Review: Red Rising

Red Rising by Pierce Brown

Series: Red Rising
Genre: Science Fiction
Maturity Level: 5-
Content Warning: Rape (off-the-page)
View on Goodreads
Rating: ⋆⋆⋆

Darrow is a Red, a member of the lowest caste in the color-coded society of the future. Like his fellow Reds, he works all day, believing that he and his people are making the surface of Mars livable for future generations.

Yet he spends his life willingly, knowing that his blood and sweat will one day result in a better world for his children.

But Darrow and his kind have been betrayed. [redacted by reviewer because I feel like this is spoilery]

Inspired by a longing for justice, and driven by the memory of lost love, Darrow sacrifices everything to infiltrate the legendary Institute, a proving ground for the dominant Gold caste, where the next generation of humanity’s overlords struggle for power. He will be forced to compete for his life and the very future of civilization against the best and most brutal of Society’s ruling class. There, he will stop at nothing to bring down his enemies… even if it means he has to become one of them to do so.


This is going to be a short review, because I didn’t really connect with this book, but I’m not sure that I fully understand why.

Basically, I didn’t care about Darrow, the slaves, his backstory, or his rebellion. Once he got to The Institute and the Hunger Games comp got underway I really started enjoying the book, but I genuinely don’t care about the larger story. Maybe Brown jumped into his Rue-moment too quickly, I don’t’ know, but it had zero emotional impact for me. I also had a hard time suspending my disbelief that his long-game infiltration strategy would work.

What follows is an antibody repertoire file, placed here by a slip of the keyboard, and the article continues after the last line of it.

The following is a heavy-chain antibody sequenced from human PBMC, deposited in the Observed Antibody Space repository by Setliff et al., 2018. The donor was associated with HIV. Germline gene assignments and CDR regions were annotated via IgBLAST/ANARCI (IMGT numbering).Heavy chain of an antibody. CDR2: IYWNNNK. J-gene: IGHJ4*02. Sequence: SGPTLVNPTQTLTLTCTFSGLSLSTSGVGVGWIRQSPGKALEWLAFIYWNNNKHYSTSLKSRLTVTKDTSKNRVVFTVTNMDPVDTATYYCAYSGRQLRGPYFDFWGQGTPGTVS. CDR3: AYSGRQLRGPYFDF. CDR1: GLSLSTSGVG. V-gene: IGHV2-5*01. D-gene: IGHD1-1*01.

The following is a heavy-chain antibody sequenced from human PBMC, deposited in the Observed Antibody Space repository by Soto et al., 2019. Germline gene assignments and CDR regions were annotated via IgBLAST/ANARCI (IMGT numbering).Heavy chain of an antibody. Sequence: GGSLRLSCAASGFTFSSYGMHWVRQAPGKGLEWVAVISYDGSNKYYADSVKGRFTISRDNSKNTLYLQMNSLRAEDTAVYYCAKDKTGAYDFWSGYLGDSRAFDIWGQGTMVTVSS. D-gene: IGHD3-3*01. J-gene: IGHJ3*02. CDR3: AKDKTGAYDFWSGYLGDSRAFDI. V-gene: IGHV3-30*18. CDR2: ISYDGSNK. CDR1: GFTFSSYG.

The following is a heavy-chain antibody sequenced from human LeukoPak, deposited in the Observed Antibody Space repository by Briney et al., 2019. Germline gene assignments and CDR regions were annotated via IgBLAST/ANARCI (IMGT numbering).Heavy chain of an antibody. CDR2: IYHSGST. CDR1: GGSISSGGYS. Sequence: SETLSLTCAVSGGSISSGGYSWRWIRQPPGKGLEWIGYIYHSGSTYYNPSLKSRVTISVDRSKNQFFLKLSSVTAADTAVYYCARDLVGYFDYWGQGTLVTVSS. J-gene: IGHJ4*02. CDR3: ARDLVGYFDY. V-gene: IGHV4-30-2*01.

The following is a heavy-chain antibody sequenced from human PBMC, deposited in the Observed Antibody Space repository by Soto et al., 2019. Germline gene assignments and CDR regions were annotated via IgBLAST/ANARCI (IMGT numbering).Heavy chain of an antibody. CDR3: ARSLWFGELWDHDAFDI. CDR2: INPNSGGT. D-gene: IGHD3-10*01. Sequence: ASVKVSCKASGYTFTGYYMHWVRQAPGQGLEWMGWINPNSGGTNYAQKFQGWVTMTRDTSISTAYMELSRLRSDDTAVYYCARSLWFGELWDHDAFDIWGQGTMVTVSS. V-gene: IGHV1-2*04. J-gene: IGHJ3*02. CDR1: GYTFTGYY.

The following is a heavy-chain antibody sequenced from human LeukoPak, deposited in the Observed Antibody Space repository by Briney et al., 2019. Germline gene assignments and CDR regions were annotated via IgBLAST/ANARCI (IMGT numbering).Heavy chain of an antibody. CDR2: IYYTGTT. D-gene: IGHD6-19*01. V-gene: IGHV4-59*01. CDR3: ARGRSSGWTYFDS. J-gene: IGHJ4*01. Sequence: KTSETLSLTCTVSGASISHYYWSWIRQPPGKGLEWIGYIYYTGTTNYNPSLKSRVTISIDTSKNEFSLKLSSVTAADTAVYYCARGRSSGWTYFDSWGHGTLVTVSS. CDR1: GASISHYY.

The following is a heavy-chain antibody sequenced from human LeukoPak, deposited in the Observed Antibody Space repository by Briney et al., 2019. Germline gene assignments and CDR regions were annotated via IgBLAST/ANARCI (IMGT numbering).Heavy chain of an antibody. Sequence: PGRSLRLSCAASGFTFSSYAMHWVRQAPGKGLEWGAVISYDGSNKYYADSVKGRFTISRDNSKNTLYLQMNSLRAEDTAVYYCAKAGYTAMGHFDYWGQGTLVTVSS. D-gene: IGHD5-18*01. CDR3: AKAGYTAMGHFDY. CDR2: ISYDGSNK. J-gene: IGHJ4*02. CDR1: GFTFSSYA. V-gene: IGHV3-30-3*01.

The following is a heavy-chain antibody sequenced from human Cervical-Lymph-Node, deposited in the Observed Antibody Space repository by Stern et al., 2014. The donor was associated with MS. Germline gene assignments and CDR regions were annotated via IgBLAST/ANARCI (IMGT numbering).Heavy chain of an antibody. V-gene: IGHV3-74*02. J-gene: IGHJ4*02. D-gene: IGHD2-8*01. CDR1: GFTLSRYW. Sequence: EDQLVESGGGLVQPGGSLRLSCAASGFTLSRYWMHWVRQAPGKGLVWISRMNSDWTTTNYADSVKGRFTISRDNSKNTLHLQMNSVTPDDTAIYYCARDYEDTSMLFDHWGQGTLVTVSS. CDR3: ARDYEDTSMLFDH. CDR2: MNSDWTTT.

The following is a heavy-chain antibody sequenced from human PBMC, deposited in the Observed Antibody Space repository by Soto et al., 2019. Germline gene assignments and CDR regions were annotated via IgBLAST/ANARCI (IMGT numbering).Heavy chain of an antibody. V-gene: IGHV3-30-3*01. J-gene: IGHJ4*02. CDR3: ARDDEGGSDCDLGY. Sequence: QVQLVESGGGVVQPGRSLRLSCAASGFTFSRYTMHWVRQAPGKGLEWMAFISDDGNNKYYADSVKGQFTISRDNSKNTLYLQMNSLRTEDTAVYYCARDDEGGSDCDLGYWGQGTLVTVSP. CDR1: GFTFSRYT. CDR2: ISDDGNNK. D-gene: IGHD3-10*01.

I also didn’t like the writing style at the beginning, which may be why I didn’t care about Darrow’s backstory. But the more I read the more I got into it, so clearly there’s nothing wrong with it. Again, I’m not sure what about it I didn’t like, it just felt strange to me.

Finally, this isn’t the most effective worldbuilding for me. In particular, the way the Gold-caste super-humans are described is inconsistent. At the beginning, Darrow describes them as being almost God-like in terms of appearance, physical ability, and brainpower. But then once he starts spending time around them and it’s not convenient plot-wise for everyone to be perfect, they are just like, regular people. Some of them are even *gasp* ugly.

I did really enjoy the war games at The Institute. While I see why there’s a consistent Hunger Games comp, they aren’t quite the same. Regardless, it was pretty entertaining, and by the end I was fully invested in Darrow’s scheming.

This book was fine. I’m not inclined to continue with this series, but someone I have similar reading tastes says the series gets better as it goes, and I liked it well enough to take her word for it and keep reading. Hopefully the rest of the series will be less disappointing.

4 thoughts on “Review: Red Rising

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